7 years ago I left Microsoft. The firm was struggling under Ballmer to shift to the cloud, migrating not only its full technology stack but also and more challenging it’s commercial model, including it’s internal compensation model; how the reps were paid. MS Office tucked up in an “Enterprise Agreement” was King and no one had the courage to cannibalize it. Today Microsoft has made the change, in what may end up being one of the greatest transformations in tech history and is back among the top 5 most valuable companies in the world, all of whom were devised and are still led by Geeks.
I left Microsoft because we were about to welcome our son into the world. He was named after his grandfather and mine, along with Ralph Waldo Emerson; essayist, lecturer, philosopher, and poet who led the transcendentalist movement of the mid-19th century.
Sitting at the beach in awe in 2011, I soon began thinking about tech again. How would my newly born son think about tech? How would he bank? Digital banking was more than 13 years old, yet I posited that not much had changed. The underlying premise was still the same: “Lets move to a zero cost to serve model. ” The technology landscape had however changed re-markedly. Mobile, Cloud, Social and Gaming had transformed delivery and the underlying design patterns being employed. Whilst delivery changed the economics, the new design patterns had upended what we had considered best practice. Ease of Use was rapidly becoming out of date.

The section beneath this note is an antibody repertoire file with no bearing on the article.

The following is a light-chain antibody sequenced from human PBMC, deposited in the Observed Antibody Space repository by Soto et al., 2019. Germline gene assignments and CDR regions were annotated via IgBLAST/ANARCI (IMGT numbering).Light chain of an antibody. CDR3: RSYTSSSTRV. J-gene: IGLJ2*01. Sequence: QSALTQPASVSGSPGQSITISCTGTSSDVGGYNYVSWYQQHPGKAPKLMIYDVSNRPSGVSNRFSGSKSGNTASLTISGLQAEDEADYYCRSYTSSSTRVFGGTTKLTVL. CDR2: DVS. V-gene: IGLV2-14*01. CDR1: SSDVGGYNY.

Moroku was born and for three years it experimented, pivoted, made mistakes, burned through cash, jumped in and out of industries, chased bouncy balls, sold our time and learned. Banks had done well through the application of science, automating manufacturing and delivery to take big chunks of cost from the operation. The customer, though, was becoming less prepared financially and hadn’t progressed, as a collective, that far at all. As a recent report said, “If you want to be great with your money, ditch your banking apps”. Most digital finance experiences are aimed at you being worse with your money, making poorer decisions. Much of today’s Fintech landscape is a bunch of shonky lending providers encouraging people to go faster into debt.
As 2013 ended we created a hypothesis. “If banking was architected to be Fun to Use, more like a game, customers could be taken on a journey of winning and be more engaged” We began creating:
- A process to reimagine the customer journey as one would be as a player
- A platform to augment banking with game like characteristics
These collectively became the GameSystem and in 2014, with the backing of a grant from the Commonwealth of Australia and some good partnering and selling from banking software company Misys, we secured our first client, DSK Bank in Bulgaria. The Savings app was connected to their internet banking system, had personalisation, avatars and provided a fun interface for saving.